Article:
I’ve been using a multitude of effects via Photoshop and GIMP recently for my degree studies. I usually find that all of the tools to create whatever effect you want are all readily available in the maze of menus and sub-menus in both Photoshop and GIMP; it’s knowing which ones to use is the problem. But then knowing exactly what effect you’re after is also extremely important.
I’ve spent many a night sitting in front of my laptop working on a report or a presentation and wondering what on earth I could do with certain images to make them come alive, to entice the reader or reinforce a point I’m trying to make. Or sometimes I just play around with effects in the name of creativity.
But continually coming up with new ideas of presenting visual information can be a painful process. But when you get it right; it’s a great feeling of accomplishment.
Take this image for example; the Harland & Wolff crane is a commanding structure but it could still be highlighted further.
This illustration was used to showcase a number of works from artists during the Modernist movement. Instead of just plonking the images on the page (or screen) in the usual ‘flat’ manner, I decided to ‘hang’ them on a wall and used various techniques to add shading and lighting to give the effect that they were being illuminated – quite like an art gallery. Then I used a brush effect as the background for the text below (so that it looked like an artist had painted across the page). It’s no longer a one dimensional illustration; it has a little depth.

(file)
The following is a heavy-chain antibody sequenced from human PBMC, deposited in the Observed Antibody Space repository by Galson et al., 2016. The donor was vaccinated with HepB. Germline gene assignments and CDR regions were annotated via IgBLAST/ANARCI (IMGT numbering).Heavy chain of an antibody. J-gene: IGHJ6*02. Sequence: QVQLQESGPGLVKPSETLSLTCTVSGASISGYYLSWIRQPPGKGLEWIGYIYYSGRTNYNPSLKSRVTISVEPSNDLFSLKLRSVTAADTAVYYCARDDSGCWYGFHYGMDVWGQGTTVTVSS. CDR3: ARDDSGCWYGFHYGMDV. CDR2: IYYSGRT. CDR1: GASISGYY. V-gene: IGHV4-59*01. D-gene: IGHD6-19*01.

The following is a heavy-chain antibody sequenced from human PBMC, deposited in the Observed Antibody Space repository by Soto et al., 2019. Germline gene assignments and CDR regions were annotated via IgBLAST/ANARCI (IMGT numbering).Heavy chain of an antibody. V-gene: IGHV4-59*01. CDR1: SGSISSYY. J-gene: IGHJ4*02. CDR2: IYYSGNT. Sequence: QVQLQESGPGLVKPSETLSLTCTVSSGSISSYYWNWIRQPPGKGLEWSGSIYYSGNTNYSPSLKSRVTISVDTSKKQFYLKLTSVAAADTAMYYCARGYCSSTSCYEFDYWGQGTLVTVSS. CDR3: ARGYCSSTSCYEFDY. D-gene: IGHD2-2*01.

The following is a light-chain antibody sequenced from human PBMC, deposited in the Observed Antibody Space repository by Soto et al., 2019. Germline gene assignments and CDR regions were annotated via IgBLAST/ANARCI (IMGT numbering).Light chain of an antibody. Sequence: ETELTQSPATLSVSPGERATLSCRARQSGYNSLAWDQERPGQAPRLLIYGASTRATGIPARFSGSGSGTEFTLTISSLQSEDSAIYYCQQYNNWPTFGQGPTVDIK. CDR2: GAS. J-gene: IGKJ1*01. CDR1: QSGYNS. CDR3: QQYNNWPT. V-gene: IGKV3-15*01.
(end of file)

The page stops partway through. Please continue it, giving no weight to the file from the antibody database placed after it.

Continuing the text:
This image will form the front cover of the report I’m currently working on. It blends a sketched effect with a photo to inject a little bit of creativity. I like it a lot; it has a whimsical feel about it.
Sometimes you don’t need to use Photoshop or GIMP at all. I used PowerPoint to create the effect below. It’s taking inspiration from the work of artist Piet Mondrian. I literally drew a few lines; edited their thickness, inserted a few rectangles and then filled them with black.
As I said; the only limitation is your imagination!